Well then, how much additional money may be needed to complete the projects?  Here is what two civic leader supporters of the bond said:  “We know that more is needed perhaps many billions of dollars more.”  Many billions more than the $720 million?  Yep, that’s what they said.  Check our 11.11.16 edition.

Won’t TxDOT have a bundle of money from recent actions by voters and the legislature?  Sure.  But, TxDOT has an obligation to spread those dollars around the state, such as in fast-growing Dallas, San Antonio and Houston.  Austin will get some of that, but not enough to meet the needs identified by the “studies” authorized and paid for by the recent election.  This is where toll roads come in. 

 The need for toll road revenue will not be part of the public discussion for some time.  And, toll roads will not likely replace “free” roads.  Look for express lanes to be proposed to run alongside the free lanes.  They will generate the revenue needed for construction.  They won’t be part of the tax equation because only those who use toll roads pay tolls for the added capacity.

Don’t think for a minute Austin will stop growing.  Vehicles will increase, in spite of public transit and bicycle initiatives.  And toll road revenue will help handle this growth.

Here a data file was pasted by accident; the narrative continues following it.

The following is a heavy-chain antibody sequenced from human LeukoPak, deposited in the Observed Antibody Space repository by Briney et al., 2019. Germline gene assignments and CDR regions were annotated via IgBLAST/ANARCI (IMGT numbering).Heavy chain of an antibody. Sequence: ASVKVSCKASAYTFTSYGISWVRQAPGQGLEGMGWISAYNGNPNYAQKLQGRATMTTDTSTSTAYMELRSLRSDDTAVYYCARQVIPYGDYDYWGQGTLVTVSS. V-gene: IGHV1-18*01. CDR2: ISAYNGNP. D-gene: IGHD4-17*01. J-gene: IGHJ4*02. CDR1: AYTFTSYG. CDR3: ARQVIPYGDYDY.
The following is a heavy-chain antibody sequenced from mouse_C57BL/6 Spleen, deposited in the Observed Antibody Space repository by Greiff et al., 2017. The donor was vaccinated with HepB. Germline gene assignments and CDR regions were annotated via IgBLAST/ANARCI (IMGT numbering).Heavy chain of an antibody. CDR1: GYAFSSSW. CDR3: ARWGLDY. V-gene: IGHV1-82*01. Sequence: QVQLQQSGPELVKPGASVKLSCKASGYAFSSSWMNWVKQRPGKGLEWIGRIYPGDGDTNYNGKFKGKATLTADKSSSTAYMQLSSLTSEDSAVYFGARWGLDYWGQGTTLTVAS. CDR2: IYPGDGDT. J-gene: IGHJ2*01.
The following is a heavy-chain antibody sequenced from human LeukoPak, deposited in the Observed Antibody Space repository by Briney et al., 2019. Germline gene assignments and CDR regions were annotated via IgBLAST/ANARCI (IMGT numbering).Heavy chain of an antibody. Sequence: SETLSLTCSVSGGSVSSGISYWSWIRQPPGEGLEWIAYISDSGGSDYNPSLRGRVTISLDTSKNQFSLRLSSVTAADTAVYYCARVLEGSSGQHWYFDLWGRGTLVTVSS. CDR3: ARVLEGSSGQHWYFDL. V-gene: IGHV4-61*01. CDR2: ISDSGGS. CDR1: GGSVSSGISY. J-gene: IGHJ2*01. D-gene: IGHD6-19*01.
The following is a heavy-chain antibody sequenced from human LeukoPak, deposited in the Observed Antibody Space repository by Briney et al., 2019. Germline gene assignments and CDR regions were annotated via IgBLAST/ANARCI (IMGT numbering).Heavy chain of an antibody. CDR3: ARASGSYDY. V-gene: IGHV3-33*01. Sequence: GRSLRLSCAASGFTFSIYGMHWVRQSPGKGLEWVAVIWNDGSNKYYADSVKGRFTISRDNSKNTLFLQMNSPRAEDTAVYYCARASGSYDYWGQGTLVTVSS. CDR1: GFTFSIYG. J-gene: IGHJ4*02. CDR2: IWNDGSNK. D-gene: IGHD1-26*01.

Austins two major playground lakes have switched situations.  For years, the biggie, Lake Travis, hovered at dangerously low levels due to a longlasting drought.  This week, it stood at 103% full.  Quite a change.  During the drought, recreational boaters and fishermen moved to constant level Lake Austin.  Now, Lake Austin is about 10 feet below normal.

The role switching is not out of the ordinary.  Recent rains have pushed Lake Travis to operating at capacity and those who use the lake for fun returned in droves.  Downstream, the Lower Colorado River Authority (LCRA) exercised its option this week to lower Lake Austin for about six weeks, cutting down recreational useage of that lake.